Here is a list of commonly used words related to WordPress and your website, and what they mean.

is an abbreviation for Secure Sockets Layer which is used software used by a browser to communicate with a web site. SSL describes a variety of encryption standards used for securing this communication to prevent various hacking attacks. The browser will often display a pad-lock or other icon when SSL is being used. SSL MUST be used when user-sensitive data, such as credit card numbers, are entered and it now accepted practice to always use SSL with WordPress.
refers to add-on software that adds different functionalities to your website. There are paid plugins and a huge number of Open Source plugins available for download in the Dashboard.
Open Source
is software that is freely and easily available to anyone to use. WordPress, as an example, is available for anyone to download at and for any developer to view or even change the software.
is the “back-end” of the website that the administrator uses to install plugins, change settings, make text edits, upload media, and generally administer the website. When you log into the website, you are shown the Dashboard. What you can do depends on the capabilities assigned to the user which are condensed into roles. An author, for example, is allowed to write and edite content and upload media, but they cannot change the settings of the website.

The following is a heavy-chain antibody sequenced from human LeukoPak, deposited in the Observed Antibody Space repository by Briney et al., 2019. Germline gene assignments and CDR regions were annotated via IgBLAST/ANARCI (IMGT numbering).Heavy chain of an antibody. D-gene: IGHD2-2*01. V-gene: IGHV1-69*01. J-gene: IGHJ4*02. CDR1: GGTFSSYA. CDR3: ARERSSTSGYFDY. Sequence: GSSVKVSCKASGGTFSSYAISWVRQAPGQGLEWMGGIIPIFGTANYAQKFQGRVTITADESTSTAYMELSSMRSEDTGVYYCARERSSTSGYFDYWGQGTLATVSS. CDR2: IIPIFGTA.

Roles and Capabilities
describe what a logged in user can do on the website. There are several predefined roles–Subscriber, Contributor, Author, Editor and Administrator–listed in increasing capabilities. Subscribers can only manage their profiles, Contributor can create posts that must be approved to be published, Authors can create and publish their own posts, Editors can manage and publish anyone’s posts, and Administrators can manage the whole web site. Custom roles can be added but requires either some coding or a special plugin.